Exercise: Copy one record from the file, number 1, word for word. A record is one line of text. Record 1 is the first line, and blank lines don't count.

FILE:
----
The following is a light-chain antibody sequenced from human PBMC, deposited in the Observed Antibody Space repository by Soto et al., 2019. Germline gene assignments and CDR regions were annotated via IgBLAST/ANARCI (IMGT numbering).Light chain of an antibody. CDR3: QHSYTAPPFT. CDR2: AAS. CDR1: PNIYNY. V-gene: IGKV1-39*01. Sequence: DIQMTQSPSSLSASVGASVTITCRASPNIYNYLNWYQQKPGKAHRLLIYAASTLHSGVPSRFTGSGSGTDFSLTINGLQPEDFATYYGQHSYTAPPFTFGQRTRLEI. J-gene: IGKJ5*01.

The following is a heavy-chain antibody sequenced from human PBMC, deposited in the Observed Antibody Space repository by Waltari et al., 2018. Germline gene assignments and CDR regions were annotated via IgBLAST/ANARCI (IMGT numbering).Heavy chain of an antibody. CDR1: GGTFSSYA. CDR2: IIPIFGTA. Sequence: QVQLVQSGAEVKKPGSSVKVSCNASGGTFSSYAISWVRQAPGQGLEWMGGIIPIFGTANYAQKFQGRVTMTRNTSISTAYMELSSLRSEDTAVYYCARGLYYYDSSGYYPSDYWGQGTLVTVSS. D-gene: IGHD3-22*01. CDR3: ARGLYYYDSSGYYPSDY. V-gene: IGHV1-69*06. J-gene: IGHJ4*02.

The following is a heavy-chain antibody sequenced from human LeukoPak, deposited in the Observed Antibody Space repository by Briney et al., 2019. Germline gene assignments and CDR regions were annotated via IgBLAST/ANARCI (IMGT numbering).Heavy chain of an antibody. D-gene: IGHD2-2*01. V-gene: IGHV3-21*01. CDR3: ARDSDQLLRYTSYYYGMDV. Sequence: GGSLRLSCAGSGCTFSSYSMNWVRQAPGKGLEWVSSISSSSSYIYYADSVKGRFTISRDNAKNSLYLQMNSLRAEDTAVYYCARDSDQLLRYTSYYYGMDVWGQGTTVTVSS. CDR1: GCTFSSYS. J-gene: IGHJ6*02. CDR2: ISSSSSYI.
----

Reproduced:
The following is a light-chain antibody sequenced from human PBMC, deposited in the Observed Antibody Space repository by Soto et al., 2019. Germline gene assignments and CDR regions were annotated via IgBLAST/ANARCI (IMGT numbering).Light chain of an antibody. CDR3: QHSYTAPPFT. CDR2: AAS. CDR1: PNIYNY. V-gene: IGKV1-39*01. Sequence: DIQMTQSPSSLSASVGASVTITCRASPNIYNYLNWYQQKPGKAHRLLIYAASTLHSGVPSRFTGSGSGTDFSLTINGLQPEDFATYYGQHSYTAPPFTFGQRTRLEI. J-gene: IGKJ5*01.